Check for repeated characters in a string Javascript

I was wondering if there is a way to check for repeated characters in a string without using double loop. Can this be done with recursion?

An example of the code using double loop (return true or false based on if there are repeated characters in a string):

var charRepeats = function(str) {
    for(var i = 0; i <= str.length; i++) {
        for(var j = i+1; j <= str.length; j++) {
            if(str[j] == str[i]) {
                return false;
            }
        }
    }
    return true;
}

Many thanks in advance!

Answers:

Answer

(A recursive solution can be found at the end, of this answer.)

You could use javascript builtin Array functions some MDN some reference

 var text = "test".split("");
 text.some(function(v,i,a){
   return a.lastIndexOf(v)!=i;
 });

callback parameters:
v current value of the iteration
i current index of the iteration
a current array

.split("") create an array from a string
.some(function(v,i,a){ ... }) goes through an array until the function returns true, and ends than right away. (doesn't loop through the whole array, if it finds an match earlier)

Details to the some function can be found here

Tests, with several strings:

var texts = ["test", "rest", "why", "puss"];


for(var idx in texts){
    var text = texts[idx].split("");
    document.write(text + " -> " + text.some(function(v,i,a){return a.lastIndexOf(v)!=i;}) +"<br/>");
    
  }
  //tested on win7 in chrome 46+

If recursion is needed.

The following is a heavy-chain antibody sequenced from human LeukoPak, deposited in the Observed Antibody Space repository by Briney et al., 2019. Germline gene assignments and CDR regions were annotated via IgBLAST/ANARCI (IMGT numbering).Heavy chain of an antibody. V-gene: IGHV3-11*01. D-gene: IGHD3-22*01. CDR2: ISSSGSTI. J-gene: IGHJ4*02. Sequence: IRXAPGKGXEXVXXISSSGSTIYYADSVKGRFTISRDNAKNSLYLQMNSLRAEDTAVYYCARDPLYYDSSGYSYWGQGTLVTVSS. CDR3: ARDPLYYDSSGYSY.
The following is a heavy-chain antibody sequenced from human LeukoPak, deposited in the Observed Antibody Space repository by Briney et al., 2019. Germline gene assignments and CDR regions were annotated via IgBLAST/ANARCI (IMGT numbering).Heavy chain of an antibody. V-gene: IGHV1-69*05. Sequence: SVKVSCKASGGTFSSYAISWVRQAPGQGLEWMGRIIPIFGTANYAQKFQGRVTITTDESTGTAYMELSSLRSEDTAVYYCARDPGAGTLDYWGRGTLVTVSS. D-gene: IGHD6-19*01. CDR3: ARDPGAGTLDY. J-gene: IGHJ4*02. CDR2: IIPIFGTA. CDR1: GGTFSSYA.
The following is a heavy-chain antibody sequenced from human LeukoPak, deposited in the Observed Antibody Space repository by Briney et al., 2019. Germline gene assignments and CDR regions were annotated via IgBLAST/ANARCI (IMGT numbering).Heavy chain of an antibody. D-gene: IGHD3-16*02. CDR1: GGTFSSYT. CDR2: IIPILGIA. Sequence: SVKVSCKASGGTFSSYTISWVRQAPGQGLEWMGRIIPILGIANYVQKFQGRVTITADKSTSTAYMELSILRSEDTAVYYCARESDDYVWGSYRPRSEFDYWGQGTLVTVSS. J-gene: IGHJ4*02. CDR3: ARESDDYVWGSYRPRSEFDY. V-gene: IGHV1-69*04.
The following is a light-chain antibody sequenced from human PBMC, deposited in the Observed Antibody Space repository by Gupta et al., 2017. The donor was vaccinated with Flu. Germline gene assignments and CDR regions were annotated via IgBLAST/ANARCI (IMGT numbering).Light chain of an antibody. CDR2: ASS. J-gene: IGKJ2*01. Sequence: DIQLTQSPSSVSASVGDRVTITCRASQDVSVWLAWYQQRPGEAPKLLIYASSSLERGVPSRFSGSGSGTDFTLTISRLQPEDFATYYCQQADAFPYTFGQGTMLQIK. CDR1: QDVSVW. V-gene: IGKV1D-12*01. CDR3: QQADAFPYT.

Update for recursion:

//recursive function
function checkString(text,index){
    if((text.length - index)==0 ){ //stop condition
        return false; 
    }else{
        return checkString(text,index + 1) 
        || text.substr(0, index).indexOf(text[index])!=-1;
    }
}

// example Data to test
var texts = ["test", "rest", "why", "puss"];

for(var idx in texts){
    var txt = texts[idx];
    document.write( txt +  " ->" + checkString(txt,0) + "<br/>");
}
//tested on win7 in chrome 46+

Answer

This will do:

function isIsogram (str) {
    return !/(.).*\1/.test(str);
}
Answer

you can use .indexOf() and .lastIndexOf() to determine if an index is repeated. Meaning, if the first occurrence of the character is also the last occurrence, then you know it doesn't repeat. If not true, then it does repeat.

var example = 'hello';

var charRepeats = function(str) {
    for (var i=0; i<str.length; i++) {
      if ( str.indexOf(str[i]) !== str.lastIndexOf(str[i]) ) {
        return false; // repeats
      }
    }
  return true;
}

console.log( charRepeats(example) ); // 'false', because when it hits 'l', the indexOf and lastIndexOf are not the same.
Answer

The algorithm presented has a complexity of (1 + n - (1)) + (1 + n - (2)) + (1 + n - (3)) + ... + (1 + n - (n-1)) = (n-1)*(1 + n) - (n)(n-1)/2 = (n^2 + n - 2)/2 which is O(n2).

So it would be better to use an object to map and remember the characters to check for uniqueness or duplicates. Assuming a maximum data size for each character, this process will be an O(n) algorithm.